Forty years after the two go head-to-head in cinemas, ET the alien star Henry Thomas remembers beating John Carpenter’s The thing At the register. Aided by Steven Spielberg on a script by Melissa Mathison, the 1982 family sci-fi film revolved around a young boy named Elliott as he discovers and befriends the titular alien and tries to figure out a way to get him home. Led by Henry Thomas, ET the alien was a huge success upon release, receiving critical acclaim and becoming the highest-grossing film at the time.
On the other hand, John Carpenter’s The thing was an adaptation of John W. Campbell Jr.’s sci-fi horror novella about a group of American researchers in Antarctica who encounter the titular shape-shifting alien and develop paranoia as they struggle to determine who is human and who is a thing. With a cast that included Kurt Russell, Wilford Brimley and Keith David, the film initially debuted to largely negative reviews from critics, who found its gory effects both repulsive and impressive. The thing would later become a cult classic, largely regarded as one of Carpenter’s best yet alongside the original Halloweenthough it didn’t fare well at the box office, raking in just over $19 million against its $15 million production budget.
While speaking exclusively with screen frenzy to discuss the upcoming 40th anniversary of the film’s 4K re-release, ET the alien star Henry Thomas reflected on the film competing with John Carpenter’s The thing At the register. The star expressed his feelings that Universal released both at the same time out of concern that one would not perform well, which was eventually proved right when Spielberg’s classic became a hit. Check out what Thomas shared below:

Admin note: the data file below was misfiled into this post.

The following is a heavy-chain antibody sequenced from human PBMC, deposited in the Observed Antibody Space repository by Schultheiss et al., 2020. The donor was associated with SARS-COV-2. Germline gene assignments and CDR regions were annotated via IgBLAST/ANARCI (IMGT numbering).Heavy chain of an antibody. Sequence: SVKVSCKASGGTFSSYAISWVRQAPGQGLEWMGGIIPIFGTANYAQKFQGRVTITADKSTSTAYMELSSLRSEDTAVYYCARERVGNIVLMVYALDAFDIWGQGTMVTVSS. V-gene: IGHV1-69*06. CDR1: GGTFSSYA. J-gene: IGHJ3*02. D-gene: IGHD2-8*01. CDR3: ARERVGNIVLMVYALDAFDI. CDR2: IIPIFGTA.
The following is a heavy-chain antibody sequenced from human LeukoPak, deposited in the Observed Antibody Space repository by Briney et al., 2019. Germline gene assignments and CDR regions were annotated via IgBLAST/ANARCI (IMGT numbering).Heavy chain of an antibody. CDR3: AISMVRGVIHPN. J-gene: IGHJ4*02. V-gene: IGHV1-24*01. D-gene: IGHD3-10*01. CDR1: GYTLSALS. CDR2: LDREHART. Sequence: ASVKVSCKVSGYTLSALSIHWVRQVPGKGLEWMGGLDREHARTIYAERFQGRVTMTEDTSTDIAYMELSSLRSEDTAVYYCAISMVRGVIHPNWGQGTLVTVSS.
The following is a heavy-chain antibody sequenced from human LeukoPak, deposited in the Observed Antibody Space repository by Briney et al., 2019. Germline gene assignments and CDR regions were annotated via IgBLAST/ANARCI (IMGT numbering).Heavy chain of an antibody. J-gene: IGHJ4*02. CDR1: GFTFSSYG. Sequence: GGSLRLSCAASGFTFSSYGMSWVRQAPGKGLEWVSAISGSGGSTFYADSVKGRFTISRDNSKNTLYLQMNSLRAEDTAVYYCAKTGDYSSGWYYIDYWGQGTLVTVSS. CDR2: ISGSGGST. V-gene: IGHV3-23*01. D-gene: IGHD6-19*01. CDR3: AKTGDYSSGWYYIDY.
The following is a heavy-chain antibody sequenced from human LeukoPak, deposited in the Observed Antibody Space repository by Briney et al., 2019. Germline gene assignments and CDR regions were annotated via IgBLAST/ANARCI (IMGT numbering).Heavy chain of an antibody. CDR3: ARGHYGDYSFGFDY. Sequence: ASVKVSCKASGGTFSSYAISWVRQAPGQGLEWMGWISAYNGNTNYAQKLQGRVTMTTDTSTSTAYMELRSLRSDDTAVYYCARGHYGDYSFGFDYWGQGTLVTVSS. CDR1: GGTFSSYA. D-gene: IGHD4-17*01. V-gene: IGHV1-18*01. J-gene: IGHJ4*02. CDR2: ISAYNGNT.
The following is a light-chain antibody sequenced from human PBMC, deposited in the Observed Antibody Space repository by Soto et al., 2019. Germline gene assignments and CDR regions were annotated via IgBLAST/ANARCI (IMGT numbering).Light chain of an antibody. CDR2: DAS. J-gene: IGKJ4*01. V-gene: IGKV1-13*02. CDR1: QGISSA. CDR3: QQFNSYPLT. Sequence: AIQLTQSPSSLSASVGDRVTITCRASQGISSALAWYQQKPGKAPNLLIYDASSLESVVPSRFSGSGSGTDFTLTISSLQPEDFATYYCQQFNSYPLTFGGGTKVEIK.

I think the studio wasn’t quite sure how the public would react to a benevolent alien because we’d only seen evil aliens, those were the successful aliens, were the bad ones. So Universal released ET and John Carpenter’s The Thing at the same time, I guess to hedge their bets a bit. Because if the audience didn’t like the nice alien, they could go see the mean alien, but The Thing, which is a fantastic movie, suffered a lot, because the audience walked the path of compassion. I think the studios were kind of surprised, but The Thing got a release in ’83, which saved it a bit. But wow, a great time for movie.
Why ET exceeded all expectations at release
Despite being considered a classic today, ET the alien memorable had a hard time getting off the ground in development, with Spielberg initially seeing it as a spiritual success to Close Encounters of the Third Kind to prevent Columbia Pictures from producing a sequel without him. Spielberg would later transform the project into the more family-friendly adventure crowd that has come to love for the past 40 years, which initially put Columbia off, as they saw a lack of financial promise in his pitch. The filmmaker would convince MCA head Sid Sheinberg to buy the script from Columbia for $1 million, leading to Universal production ET the alien.
As Thomas pointed out, even Universal doubted ET the alien‘s box office chances, with the studio ultimately proved wrong when Spielberg’s film grossed nearly $795 million and was nominated for nine Oscars, including Best Picture and Best Director. Meanwhile, while it may not have reached the heights of its alien counterpart, John Carpenter’s The thing would eventually be considered a classic in its own right, launching a multimedia franchise with the 2011 prequel, a video game and its upcoming remake produced by Blumhouse Productions. Audiences can celebrate the 40th anniversaries of both films with ET the alien and The thing streaming on peacock now.
Next: Every Unmade Steven Spielberg Sci-Fi Movie (And Why They Didn’t Happen)